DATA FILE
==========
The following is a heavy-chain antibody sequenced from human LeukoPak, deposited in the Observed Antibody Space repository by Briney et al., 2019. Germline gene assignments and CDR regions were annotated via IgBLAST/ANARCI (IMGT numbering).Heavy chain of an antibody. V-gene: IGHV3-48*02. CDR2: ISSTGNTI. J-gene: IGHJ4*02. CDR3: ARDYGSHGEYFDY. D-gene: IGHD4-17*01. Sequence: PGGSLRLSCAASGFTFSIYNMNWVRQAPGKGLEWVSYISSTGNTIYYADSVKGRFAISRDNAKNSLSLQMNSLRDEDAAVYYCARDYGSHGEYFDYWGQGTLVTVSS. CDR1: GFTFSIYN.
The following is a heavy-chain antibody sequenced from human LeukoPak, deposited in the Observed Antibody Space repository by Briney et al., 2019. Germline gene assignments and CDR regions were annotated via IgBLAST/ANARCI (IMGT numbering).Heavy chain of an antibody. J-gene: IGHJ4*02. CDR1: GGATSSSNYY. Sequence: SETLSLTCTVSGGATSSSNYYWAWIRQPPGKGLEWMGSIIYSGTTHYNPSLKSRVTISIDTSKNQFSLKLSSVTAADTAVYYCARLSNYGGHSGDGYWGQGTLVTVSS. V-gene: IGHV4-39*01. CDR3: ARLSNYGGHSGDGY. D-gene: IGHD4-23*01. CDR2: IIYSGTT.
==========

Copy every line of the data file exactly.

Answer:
The following is a heavy-chain antibody sequenced from human LeukoPak, deposited in the Observed Antibody Space repository by Briney et al., 2019. Germline gene assignments and CDR regions were annotated via IgBLAST/ANARCI (IMGT numbering).Heavy chain of an antibody. V-gene: IGHV3-48*02. CDR2: ISSTGNTI. J-gene: IGHJ4*02. CDR3: ARDYGSHGEYFDY. D-gene: IGHD4-17*01. Sequence: PGGSLRLSCAASGFTFSIYNMNWVRQAPGKGLEWVSYISSTGNTIYYADSVKGRFAISRDNAKNSLSLQMNSLRDEDAAVYYCARDYGSHGEYFDYWGQGTLVTVSS. CDR1: GFTFSIYN.
The following is a heavy-chain antibody sequenced from human LeukoPak, deposited in the Observed Antibody Space repository by Briney et al., 2019. Germline gene assignments and CDR regions were annotated via IgBLAST/ANARCI (IMGT numbering).Heavy chain of an antibody. J-gene: IGHJ4*02. CDR1: GGATSSSNYY. Sequence: SETLSLTCTVSGGATSSSNYYWAWIRQPPGKGLEWMGSIIYSGTTHYNPSLKSRVTISIDTSKNQFSLKLSSVTAADTAVYYCARLSNYGGHSGDGYWGQGTLVTVSS. V-gene: IGHV4-39*01. CDR3: ARLSNYGGHSGDGY. D-gene: IGHD4-23*01. CDR2: IIYSGTT.